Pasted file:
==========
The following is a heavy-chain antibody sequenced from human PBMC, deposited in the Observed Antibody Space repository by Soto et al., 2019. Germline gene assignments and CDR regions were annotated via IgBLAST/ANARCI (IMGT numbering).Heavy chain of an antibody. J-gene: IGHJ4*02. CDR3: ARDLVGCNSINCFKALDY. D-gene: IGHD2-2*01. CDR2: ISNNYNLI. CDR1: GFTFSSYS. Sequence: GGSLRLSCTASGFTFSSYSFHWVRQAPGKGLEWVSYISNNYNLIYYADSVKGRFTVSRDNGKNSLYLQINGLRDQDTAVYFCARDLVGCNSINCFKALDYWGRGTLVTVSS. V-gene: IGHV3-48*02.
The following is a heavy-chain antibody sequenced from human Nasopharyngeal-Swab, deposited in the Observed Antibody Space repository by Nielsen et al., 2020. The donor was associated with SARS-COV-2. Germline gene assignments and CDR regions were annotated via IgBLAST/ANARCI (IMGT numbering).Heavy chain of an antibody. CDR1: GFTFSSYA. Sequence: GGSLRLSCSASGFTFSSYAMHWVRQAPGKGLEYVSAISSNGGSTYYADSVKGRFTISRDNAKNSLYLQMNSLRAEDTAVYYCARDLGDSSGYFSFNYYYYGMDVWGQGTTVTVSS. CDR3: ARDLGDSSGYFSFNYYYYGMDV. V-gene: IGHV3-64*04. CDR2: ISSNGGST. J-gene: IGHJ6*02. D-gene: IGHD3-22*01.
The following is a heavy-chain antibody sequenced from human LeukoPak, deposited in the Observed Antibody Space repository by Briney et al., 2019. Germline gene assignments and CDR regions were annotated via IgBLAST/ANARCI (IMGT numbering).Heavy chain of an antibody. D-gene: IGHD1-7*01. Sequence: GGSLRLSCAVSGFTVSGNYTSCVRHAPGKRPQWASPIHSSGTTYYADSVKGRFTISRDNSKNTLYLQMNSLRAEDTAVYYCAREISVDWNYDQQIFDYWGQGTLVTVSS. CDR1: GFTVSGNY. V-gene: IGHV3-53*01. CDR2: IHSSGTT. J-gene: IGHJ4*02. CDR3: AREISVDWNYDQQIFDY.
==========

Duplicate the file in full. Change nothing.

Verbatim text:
The following is a heavy-chain antibody sequenced from human PBMC, deposited in the Observed Antibody Space repository by Soto et al., 2019. Germline gene assignments and CDR regions were annotated via IgBLAST/ANARCI (IMGT numbering).Heavy chain of an antibody. J-gene: IGHJ4*02. CDR3: ARDLVGCNSINCFKALDY. D-gene: IGHD2-2*01. CDR2: ISNNYNLI. CDR1: GFTFSSYS. Sequence: GGSLRLSCTASGFTFSSYSFHWVRQAPGKGLEWVSYISNNYNLIYYADSVKGRFTVSRDNGKNSLYLQINGLRDQDTAVYFCARDLVGCNSINCFKALDYWGRGTLVTVSS. V-gene: IGHV3-48*02.
The following is a heavy-chain antibody sequenced from human Nasopharyngeal-Swab, deposited in the Observed Antibody Space repository by Nielsen et al., 2020. The donor was associated with SARS-COV-2. Germline gene assignments and CDR regions were annotated via IgBLAST/ANARCI (IMGT numbering).Heavy chain of an antibody. CDR1: GFTFSSYA. Sequence: GGSLRLSCSASGFTFSSYAMHWVRQAPGKGLEYVSAISSNGGSTYYADSVKGRFTISRDNAKNSLYLQMNSLRAEDTAVYYCARDLGDSSGYFSFNYYYYGMDVWGQGTTVTVSS. CDR3: ARDLGDSSGYFSFNYYYYGMDV. V-gene: IGHV3-64*04. CDR2: ISSNGGST. J-gene: IGHJ6*02. D-gene: IGHD3-22*01.
The following is a heavy-chain antibody sequenced from human LeukoPak, deposited in the Observed Antibody Space repository by Briney et al., 2019. Germline gene assignments and CDR regions were annotated via IgBLAST/ANARCI (IMGT numbering).Heavy chain of an antibody. D-gene: IGHD1-7*01. Sequence: GGSLRLSCAVSGFTVSGNYTSCVRHAPGKRPQWASPIHSSGTTYYADSVKGRFTISRDNSKNTLYLQMNSLRAEDTAVYYCAREISVDWNYDQQIFDYWGQGTLVTVSS. CDR1: GFTVSGNY. V-gene: IGHV3-53*01. CDR2: IHSSGTT. J-gene: IGHJ4*02. CDR3: AREISVDWNYDQQIFDY.